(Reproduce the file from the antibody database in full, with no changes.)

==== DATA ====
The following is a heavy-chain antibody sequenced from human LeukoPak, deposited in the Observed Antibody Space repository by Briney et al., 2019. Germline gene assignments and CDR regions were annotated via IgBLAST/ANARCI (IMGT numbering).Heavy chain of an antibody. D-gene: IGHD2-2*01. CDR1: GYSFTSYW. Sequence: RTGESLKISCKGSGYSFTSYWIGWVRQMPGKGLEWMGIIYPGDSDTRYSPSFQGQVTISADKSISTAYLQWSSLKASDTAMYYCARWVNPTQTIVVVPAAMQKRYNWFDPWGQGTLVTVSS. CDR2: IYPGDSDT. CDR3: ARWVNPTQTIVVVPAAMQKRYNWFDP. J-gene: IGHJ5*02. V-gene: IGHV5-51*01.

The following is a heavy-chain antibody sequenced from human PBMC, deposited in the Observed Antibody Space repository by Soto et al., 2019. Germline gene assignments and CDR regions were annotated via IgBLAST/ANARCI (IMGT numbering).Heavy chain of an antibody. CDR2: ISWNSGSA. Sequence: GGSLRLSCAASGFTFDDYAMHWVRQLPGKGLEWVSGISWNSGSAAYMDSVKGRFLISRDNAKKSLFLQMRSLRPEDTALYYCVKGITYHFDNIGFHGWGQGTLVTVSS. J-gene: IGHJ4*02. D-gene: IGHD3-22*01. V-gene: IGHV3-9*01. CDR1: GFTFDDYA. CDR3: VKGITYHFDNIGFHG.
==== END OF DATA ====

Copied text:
The following is a heavy-chain antibody sequenced from human LeukoPak, deposited in the Observed Antibody Space repository by Briney et al., 2019. Germline gene assignments and CDR regions were annotated via IgBLAST/ANARCI (IMGT numbering).Heavy chain of an antibody. D-gene: IGHD2-2*01. CDR1: GYSFTSYW. Sequence: RTGESLKISCKGSGYSFTSYWIGWVRQMPGKGLEWMGIIYPGDSDTRYSPSFQGQVTISADKSISTAYLQWSSLKASDTAMYYCARWVNPTQTIVVVPAAMQKRYNWFDPWGQGTLVTVSS. CDR2: IYPGDSDT. CDR3: ARWVNPTQTIVVVPAAMQKRYNWFDP. J-gene: IGHJ5*02. V-gene: IGHV5-51*01.

The following is a heavy-chain antibody sequenced from human PBMC, deposited in the Observed Antibody Space repository by Soto et al., 2019. Germline gene assignments and CDR regions were annotated via IgBLAST/ANARCI (IMGT numbering).Heavy chain of an antibody. CDR2: ISWNSGSA. Sequence: GGSLRLSCAASGFTFDDYAMHWVRQLPGKGLEWVSGISWNSGSAAYMDSVKGRFLISRDNAKKSLFLQMRSLRPEDTALYYCVKGITYHFDNIGFHGWGQGTLVTVSS. J-gene: IGHJ4*02. D-gene: IGHD3-22*01. V-gene: IGHV3-9*01. CDR1: GFTFDDYA. CDR3: VKGITYHFDNIGFHG.